Taking a look at the mighty Goshen Gate Bridge over the Little River.
The clusters of Showy Orchis along the Little River Trail were the most impressive I've ever seen in the park anywhere.
With hopes of a sunnier afternoon, we took the weather forecast for its word and headed up to Mount Cammerer to behold its spring beauty.
Breaks in the clouds above offered rare glimpses of blue skies while everything else remained socked in.
Shortly after we left, the clouds broke and we could see peaks and valleys all around, so we immediatley returned to the tower to soak it all up.
With the sun's reintroduction, the Trout Lilies began to open their droopy heads.
Even the Spring Beauties burst open with the sun's help to cover the mountain in white for miles and miles.
Low Gap was adorned with a blanket of White Fringed Phacelia.
At trail's end we were treated to one of a few large Vasey's Trillium.
Continuing the streak of fabulous firetower hikes, this time up and over Shuckstack toward Doe Knob and accompanied by Bonnie; thus, completing the 72.6 miles of Appalachian Trail in the Smokies.
Ketchup and Mustard were seen all the way up from Fontana.
Even inside the firetower, the chilling winds found their way in...Exhibit A: Bonnie.
Upon leaving the tower for the first time, a few deer pass underneath.
Ta da!!! Reaching the AT junction at Doe Knob having hiked all of the AT within the Smokies! Thanks Bonnie for taking the pic!
Imagine hearing the crunching of leaves underfoot, then the rattles of a 3 foot long Timber Rattlesnake. Luckily, a few yards off the trail and not interested in us, but we wisely chose not to linger and warned hikers heading that direction.
Our second visit to the firetower proved gratifying, as views over Lake Fontana were much clearer and the waters sparkling.
Journal describing my 50 mile hike fest up, down, and all around Mt. LeConte in one day coming soon!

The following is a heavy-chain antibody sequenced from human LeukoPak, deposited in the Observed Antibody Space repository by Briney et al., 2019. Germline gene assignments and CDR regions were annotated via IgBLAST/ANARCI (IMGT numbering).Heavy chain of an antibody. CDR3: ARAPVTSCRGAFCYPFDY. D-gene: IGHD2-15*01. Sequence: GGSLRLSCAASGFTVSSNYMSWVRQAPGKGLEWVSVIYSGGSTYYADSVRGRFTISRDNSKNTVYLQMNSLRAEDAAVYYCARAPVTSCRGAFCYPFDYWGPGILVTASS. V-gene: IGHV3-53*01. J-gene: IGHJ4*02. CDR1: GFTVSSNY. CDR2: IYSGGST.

Ever wonder what The Jumpoff looks like at night? Here ya go!
Arriving at Myrtle Point around 7:30 to catch the sunrise.
The grassy Helipad located near the Lodge.
Catching some early morning light from Cliff Tops, though famous for its sunsets.
One of three trips to the Horse Gate along Alum Cave Trail, the midway point of each lap between there and the Alum - Rainbow junction.
Stack of boards near location of former Horse Barn just up from Trillium Gap Trail.
View from Brushy Mountain towards Pigeon Forge at trail's terminus.
Arrival in Greenbrier at 11:30, excited about how little time it took getting down.
Looking down on the Roaring Fork Motor Nature Trail, just reopened that morning, from the Trillium Gap Trail.
A late afternoon pass by a decently flowing Rainbow Falls.
View of Mount LeConte from the Rocky Spur after sunset.
Crossing the finish line in 16 hours and 48 minutes...what a day!
Journal discussing 23.2 mile ridge walk from Clingmans Dome to High Rocks and back coming soon!
Early fall morning with views from the Clingmans Dome parking lot.
Some of the first reds of the season sported by the witch hobble.
Heart leaved asters and erect goldenrod frequently lining the trail along Welch Ridge.
Well crafted stair case leading up to the summit of High Rocks.
Brief view down into Fontana Lake from bluffs of High Rocks.
The park service cabin for the former High Rocks firetower withering away.